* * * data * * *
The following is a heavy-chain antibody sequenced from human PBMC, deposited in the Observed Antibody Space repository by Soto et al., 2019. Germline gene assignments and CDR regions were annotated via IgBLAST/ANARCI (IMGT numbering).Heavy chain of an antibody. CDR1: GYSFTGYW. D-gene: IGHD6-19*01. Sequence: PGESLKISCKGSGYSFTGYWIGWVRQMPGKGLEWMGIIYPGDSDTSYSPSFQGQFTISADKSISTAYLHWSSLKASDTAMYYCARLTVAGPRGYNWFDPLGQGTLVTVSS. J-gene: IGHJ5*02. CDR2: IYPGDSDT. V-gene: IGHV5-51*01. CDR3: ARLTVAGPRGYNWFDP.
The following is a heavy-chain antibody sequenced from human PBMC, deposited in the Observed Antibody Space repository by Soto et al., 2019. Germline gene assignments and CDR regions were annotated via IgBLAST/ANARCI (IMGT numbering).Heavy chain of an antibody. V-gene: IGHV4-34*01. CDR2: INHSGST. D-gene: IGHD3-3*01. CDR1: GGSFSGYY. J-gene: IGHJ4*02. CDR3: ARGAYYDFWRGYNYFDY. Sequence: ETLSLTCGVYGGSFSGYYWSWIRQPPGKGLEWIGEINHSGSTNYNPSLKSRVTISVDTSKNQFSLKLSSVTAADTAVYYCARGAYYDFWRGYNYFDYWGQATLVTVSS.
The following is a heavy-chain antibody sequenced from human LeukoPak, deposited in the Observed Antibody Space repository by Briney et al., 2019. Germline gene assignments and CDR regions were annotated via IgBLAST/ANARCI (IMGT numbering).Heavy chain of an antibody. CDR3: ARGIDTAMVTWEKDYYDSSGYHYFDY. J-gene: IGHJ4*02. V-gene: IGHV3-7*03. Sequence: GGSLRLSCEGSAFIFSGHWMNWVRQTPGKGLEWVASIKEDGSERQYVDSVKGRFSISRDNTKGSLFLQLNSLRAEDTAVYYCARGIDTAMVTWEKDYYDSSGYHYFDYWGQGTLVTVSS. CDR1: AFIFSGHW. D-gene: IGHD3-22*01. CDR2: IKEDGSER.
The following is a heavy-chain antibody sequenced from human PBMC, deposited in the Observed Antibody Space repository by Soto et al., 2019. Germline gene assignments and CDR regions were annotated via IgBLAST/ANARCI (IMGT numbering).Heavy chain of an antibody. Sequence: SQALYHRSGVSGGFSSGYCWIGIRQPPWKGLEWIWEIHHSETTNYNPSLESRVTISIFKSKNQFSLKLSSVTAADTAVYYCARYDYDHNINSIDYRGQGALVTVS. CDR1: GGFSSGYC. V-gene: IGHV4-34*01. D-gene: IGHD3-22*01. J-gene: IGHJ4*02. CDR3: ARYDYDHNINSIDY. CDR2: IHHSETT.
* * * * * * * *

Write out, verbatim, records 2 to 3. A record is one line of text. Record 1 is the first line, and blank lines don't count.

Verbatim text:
The following is a heavy-chain antibody sequenced from human PBMC, deposited in the Observed Antibody Space repository by Soto et al., 2019. Germline gene assignments and CDR regions were annotated via IgBLAST/ANARCI (IMGT numbering).Heavy chain of an antibody. V-gene: IGHV4-34*01. CDR2: INHSGST. D-gene: IGHD3-3*01. CDR1: GGSFSGYY. J-gene: IGHJ4*02. CDR3: ARGAYYDFWRGYNYFDY. Sequence: ETLSLTCGVYGGSFSGYYWSWIRQPPGKGLEWIGEINHSGSTNYNPSLKSRVTISVDTSKNQFSLKLSSVTAADTAVYYCARGAYYDFWRGYNYFDYWGQATLVTVSS.
The following is a heavy-chain antibody sequenced from human LeukoPak, deposited in the Observed Antibody Space repository by Briney et al., 2019. Germline gene assignments and CDR regions were annotated via IgBLAST/ANARCI (IMGT numbering).Heavy chain of an antibody. CDR3: ARGIDTAMVTWEKDYYDSSGYHYFDY. J-gene: IGHJ4*02. V-gene: IGHV3-7*03. Sequence: GGSLRLSCEGSAFIFSGHWMNWVRQTPGKGLEWVASIKEDGSERQYVDSVKGRFSISRDNTKGSLFLQLNSLRAEDTAVYYCARGIDTAMVTWEKDYYDSSGYHYFDYWGQGTLVTVSS. CDR1: AFIFSGHW. D-gene: IGHD3-22*01. CDR2: IKEDGSER.